Batavia leaders are gearing up for a $6.9 million project to reconstruct a more than half-mile stretch of Main Street from Water Street to Van Nortwick Avenue.
The 0.59-mile project, which city officials say will begin in March and wrap up by the end of the year, also will include new water and sanitary sewer pipes, new sidewalks, a bike lane and parking only on the street's north side.
Open houseWhat: Preconstruction meeting/open house for Batavia's Main Street Reconstruction Project.
Why: The $6.9 million project to reconstruct 0.59 mile of Main Street between March and late 2020. Includes installation of new water and sewer lines, sidewalks, curb and gutter, a parking lane and bike lane. Project will cause traffic detours.
When: 5:30 to 7:30 p.m. Feb. 18
Where: Batavia City Hall, Council Chambers, 200 N. Island Ave.
Who: For information or to ask questions, email Project Manager Chris Bong at email@example.com or call (630) 454-2752.
Web: Visit www.cityofbatavia.net/353/Main-Street-Reconstruction/
A Feb. 18 informational meeting is planned at city hall for residents to ask questions and learn more about the project, which will detour traffic onto Wilson Street as Main will be reduced to one lane only for westbound traffic.
Mayor Jeff Schielke said the city tried to balance to desire to preserve older trees and houses with the need to modernize one of the city's arterial streets that also is a truck route.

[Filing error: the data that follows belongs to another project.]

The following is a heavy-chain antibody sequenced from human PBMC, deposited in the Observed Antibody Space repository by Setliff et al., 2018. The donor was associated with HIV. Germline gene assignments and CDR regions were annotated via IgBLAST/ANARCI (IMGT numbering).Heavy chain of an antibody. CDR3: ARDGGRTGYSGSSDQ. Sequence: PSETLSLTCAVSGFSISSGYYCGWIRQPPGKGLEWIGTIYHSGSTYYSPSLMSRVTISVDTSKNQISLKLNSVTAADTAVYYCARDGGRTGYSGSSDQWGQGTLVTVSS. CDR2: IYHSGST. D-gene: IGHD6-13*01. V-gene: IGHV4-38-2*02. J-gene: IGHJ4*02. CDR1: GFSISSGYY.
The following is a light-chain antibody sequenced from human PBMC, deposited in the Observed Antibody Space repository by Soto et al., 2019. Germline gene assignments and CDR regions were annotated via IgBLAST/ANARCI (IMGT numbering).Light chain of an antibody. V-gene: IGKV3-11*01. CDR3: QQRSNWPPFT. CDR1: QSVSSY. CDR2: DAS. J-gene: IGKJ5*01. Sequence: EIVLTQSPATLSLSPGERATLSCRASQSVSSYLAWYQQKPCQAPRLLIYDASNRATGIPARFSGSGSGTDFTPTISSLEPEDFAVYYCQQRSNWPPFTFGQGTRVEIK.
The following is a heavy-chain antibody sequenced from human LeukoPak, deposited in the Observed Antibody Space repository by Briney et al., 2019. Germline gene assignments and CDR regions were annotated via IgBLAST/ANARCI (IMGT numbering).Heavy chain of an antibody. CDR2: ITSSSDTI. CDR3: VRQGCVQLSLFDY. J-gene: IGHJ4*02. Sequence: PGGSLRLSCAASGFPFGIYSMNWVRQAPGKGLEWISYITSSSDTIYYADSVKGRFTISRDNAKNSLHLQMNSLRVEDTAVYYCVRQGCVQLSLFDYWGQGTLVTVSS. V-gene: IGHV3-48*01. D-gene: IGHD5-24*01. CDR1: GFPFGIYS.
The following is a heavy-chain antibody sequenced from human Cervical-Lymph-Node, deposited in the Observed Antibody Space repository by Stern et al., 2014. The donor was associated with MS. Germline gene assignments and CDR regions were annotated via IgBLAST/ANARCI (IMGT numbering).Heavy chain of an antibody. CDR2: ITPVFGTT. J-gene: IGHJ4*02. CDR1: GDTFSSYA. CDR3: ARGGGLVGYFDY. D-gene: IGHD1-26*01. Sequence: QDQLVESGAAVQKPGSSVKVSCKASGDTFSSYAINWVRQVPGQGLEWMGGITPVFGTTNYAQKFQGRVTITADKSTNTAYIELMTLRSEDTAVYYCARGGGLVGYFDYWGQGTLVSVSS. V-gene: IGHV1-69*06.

"It's an important project for us," Schielke said. "There's some nice homes there. They certainly show their historical flavor. Hopefully, by the end of the year, we'll have a new street. It will have a positive impact on property values."
Area drivers are grousing over the Fabyan Parkway bridge project, which was supposed to wrap up last fall but was delayed until this spring due to weather.
Schielke noted that was a county project and a "unique situation."
Rahat Bari, Batavia city engineer, said the contractor in the Main Street project will face fines if the project is delayed by factors that are not weather-related.
Bari said $2.5 million will be funded through a Federal Surface Transportation grant, and a state grant will contribute $400,000.
Bari said the street reconstruction also will allow the city to separate the storm and sanitary sewers. Currently, rain runoff and residential sewage are collected by the same pipe, and the improvement will increase capacity and reduce backups.
A 4-inch water main installed before 1930 also will be replaced and expanded.
"The water main that's there is almost 90 years old," Bari said. "Our goal is to complete the project by the end of 2020."
Main Street was last resurfaced in 1990, according to the city's website.